Six Questions for ... Kurt Vile
Lately when people ask me for a music recommendation, or what I've been listening to, I invariably and immediately respond: "Kurt Vile." Perhaps you remember my fawning over him in my SXSW recap. What's most exciting about listening to the Philadelphia psych-folk-singer-songwriter at this point is that you know you're dealing a dude on the verge of something special. Right now he's still a word-of-mouth secret, but that should change once he signs with one of the biggest indie labels around. (Which is imminent, unless "something really crazy happened and it fell through -- which is pretty much not going to happen," Vile said. Major hint in his last answer.)
He's released a small slew of albums lately and each of them is imperfect, but that's sort of what makes them so appealing. There are a few too many ambient soundscapes on "Constant Hitmaker" and "God Is Saying This To You," but in between those mood pieces there are perfect little songs like "Freeway" or "My Best Friends (Don't Even Pass This)." Those tunes have a bedroom-recording quality where it sounds like he's singing right into your ear. That's showcased even better on a live session he did for WFMU, which you can listen to and download in its entirety and the ridiculously cool Free Music Archive.
Vile plays at the Velvet Lounge on Saturday night as part of the wild and wacky DNA Test Fest. I got him on the phone and while he's as laidback as you might expect from his hazy, spacey recordings (check out that first answer), he's also got a bit of businessman in him. It was actually kind of refreshing.
Do you prepare any differently for when you play solo, like for this show in D.C., compared to with the full band?
It's actually pretty laidback either way. I'm just used to both, you know? I have a ton of songs I can whip up in either arrangement. It's no big deal. I'll just play right before a gig to figure out new stuff or bring back old shit or whatever. It's not a big deal at all.
You have lots of releases lately. "Constant Hitmaker" is the one proper album, then there's a whole bunch of EPs, CD-Rs, 7-inches. Do you like putting out lots of hard to find things?
No. I guess ["Constant Hitmaker"], that was the one to sort of "get my name out there." That was the first where someone was actually putting out my record that wasn't me. I knew it would get reviewed, at least. I'm happy that people responded pretty positively. I don't know, it's a pretty cheap case and everything. It's not exactly the most flattering release. But I was psyched to have [Gulcher] put it out and then I just had other offers and slowly, when I kind of got down to it, I knew at least record collectors would be into it. I knew how to make a release weird and good. But I just banged out all these offers and they ended up coming out at the same time. I kind of knew the recordheads would like it. I knew made sure it was weird enough while still sitting on my ultimate full-length for a bigger label.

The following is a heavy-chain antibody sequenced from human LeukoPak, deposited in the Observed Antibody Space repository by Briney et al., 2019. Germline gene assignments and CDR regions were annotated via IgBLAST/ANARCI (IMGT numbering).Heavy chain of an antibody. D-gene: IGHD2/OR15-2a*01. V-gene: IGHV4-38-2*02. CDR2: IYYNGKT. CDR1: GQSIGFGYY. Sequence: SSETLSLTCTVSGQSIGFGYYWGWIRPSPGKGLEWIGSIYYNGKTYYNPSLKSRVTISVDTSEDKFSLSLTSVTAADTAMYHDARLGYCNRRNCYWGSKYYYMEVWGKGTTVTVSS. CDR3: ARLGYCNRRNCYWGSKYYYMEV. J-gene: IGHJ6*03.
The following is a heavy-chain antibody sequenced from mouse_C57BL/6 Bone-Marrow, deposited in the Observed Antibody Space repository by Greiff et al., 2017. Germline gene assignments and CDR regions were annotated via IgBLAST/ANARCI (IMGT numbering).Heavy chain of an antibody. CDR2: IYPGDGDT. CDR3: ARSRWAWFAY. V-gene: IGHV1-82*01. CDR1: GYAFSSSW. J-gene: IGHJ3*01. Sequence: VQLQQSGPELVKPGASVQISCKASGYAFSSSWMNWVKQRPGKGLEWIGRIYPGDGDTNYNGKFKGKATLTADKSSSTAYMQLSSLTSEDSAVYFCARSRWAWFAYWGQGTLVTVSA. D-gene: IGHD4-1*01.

(More after the jump.)
Do you feel like your best songs are spread out over these releases?
It's a little all over the map, yeah. I put a lot of my best songs on "Constant Hitmaker" but they were older. I didn't give away my newest stuff. I kind of always had a plan.
Your new EP, "The Hunchback," is with a full band. Do you write songs knowing they'll be solo or with the band?
Well usually they start solo and I'll bring it to a band arrangement. Every once in a while I'll write something for the band. But pretty much everything has been written on an acoustic guitar. Even [the songs on "Huncback"], they started out pretty stripped down. When I first made them I didn't necessarily know that we'd be kind of shredding to them. With "Hunchback," believe it or not, it was kind of like a mellow strummer ... ["Freak Train," from the upcoming album] I wrote that riff, again, on acoustic. During that era, that was a few years ago, I was only thinking of the band. It was a more stripped down band. But for a small amount of time a few years ago I thought of everything in terms of the band. But since then I've gone back to solo and band again. But for a little bit of time there I was really obsessed with the live, the psychedelic rock show thing.
Do you think you'll still have the freedom to do things in the manner that you've been doing them once you're on a bigger label?
I mean, I should be able to play whatever show I want to play. Like if I was coming through and Sean from DNA had something going on, I could still play that. I like DIY, there's a lot of great vibes playing DIY things, as opposed to playing the same kind of venues all the time. So I feel like I could still do relatively what I want to do. But it's not like I don't plan to make a living too. Just play it as it comes I guess.
Do you have any trepidation about heading into that indie-hype-blog world?
No, man, I'm excited. I'm real genuinely into my music. I don't think there's any gimmicks to it. I feel pretty sincere about it. I'm excited, really excited. I always wanted it. Pavement was one of my favorite bands forever. They sort of did the same thing where they put out lots of singles and stuff first. But the hardest part is right before then when you have to deliver everything at a specific deadline. Getting it mastered, getting the art work -- it's all pretty much done, but you're just kind of juggling everything. And then all of a sudden once there's an official deadline ... I've never really had that sort of thing. The record's done, I just have to master it and deal with the art work. I just tend to stay up late a lot and stress over things. But I'm psyched. Definitely.
By David Malitz |
April 24, 2009; 1:10 PM ET
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